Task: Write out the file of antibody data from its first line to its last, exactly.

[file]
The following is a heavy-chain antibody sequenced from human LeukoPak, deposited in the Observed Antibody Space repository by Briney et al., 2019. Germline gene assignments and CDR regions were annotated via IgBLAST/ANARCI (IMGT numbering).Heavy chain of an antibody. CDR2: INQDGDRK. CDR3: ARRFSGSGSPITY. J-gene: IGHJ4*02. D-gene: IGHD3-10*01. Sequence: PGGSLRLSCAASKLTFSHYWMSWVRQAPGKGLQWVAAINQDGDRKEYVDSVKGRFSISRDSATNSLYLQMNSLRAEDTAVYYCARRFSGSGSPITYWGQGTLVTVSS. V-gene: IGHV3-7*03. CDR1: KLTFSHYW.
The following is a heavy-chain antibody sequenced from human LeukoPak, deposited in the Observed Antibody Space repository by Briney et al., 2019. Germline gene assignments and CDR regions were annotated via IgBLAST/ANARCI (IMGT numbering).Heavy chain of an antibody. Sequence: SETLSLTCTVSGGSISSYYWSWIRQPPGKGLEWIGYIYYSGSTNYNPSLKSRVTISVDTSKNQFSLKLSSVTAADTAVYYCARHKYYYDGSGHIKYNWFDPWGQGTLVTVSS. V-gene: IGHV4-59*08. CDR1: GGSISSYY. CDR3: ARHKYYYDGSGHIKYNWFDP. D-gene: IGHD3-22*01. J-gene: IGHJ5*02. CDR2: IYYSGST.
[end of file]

The following is a heavy-chain antibody sequenced from human LeukoPak, deposited in the Observed Antibody Space repository by Briney et al., 2019. Germline gene assignments and CDR regions were annotated via IgBLAST/ANARCI (IMGT numbering).Heavy chain of an antibody. CDR2: INQDGDRK. CDR3: ARRFSGSGSPITY. J-gene: IGHJ4*02. D-gene: IGHD3-10*01. Sequence: PGGSLRLSCAASKLTFSHYWMSWVRQAPGKGLQWVAAINQDGDRKEYVDSVKGRFSISRDSATNSLYLQMNSLRAEDTAVYYCARRFSGSGSPITYWGQGTLVTVSS. V-gene: IGHV3-7*03. CDR1: KLTFSHYW.
The following is a heavy-chain antibody sequenced from human LeukoPak, deposited in the Observed Antibody Space repository by Briney et al., 2019. Germline gene assignments and CDR regions were annotated via IgBLAST/ANARCI (IMGT numbering).Heavy chain of an antibody. Sequence: SETLSLTCTVSGGSISSYYWSWIRQPPGKGLEWIGYIYYSGSTNYNPSLKSRVTISVDTSKNQFSLKLSSVTAADTAVYYCARHKYYYDGSGHIKYNWFDPWGQGTLVTVSS. V-gene: IGHV4-59*08. CDR1: GGSISSYY. CDR3: ARHKYYYDGSGHIKYNWFDP. D-gene: IGHD3-22*01. J-gene: IGHJ5*02. CDR2: IYYSGST.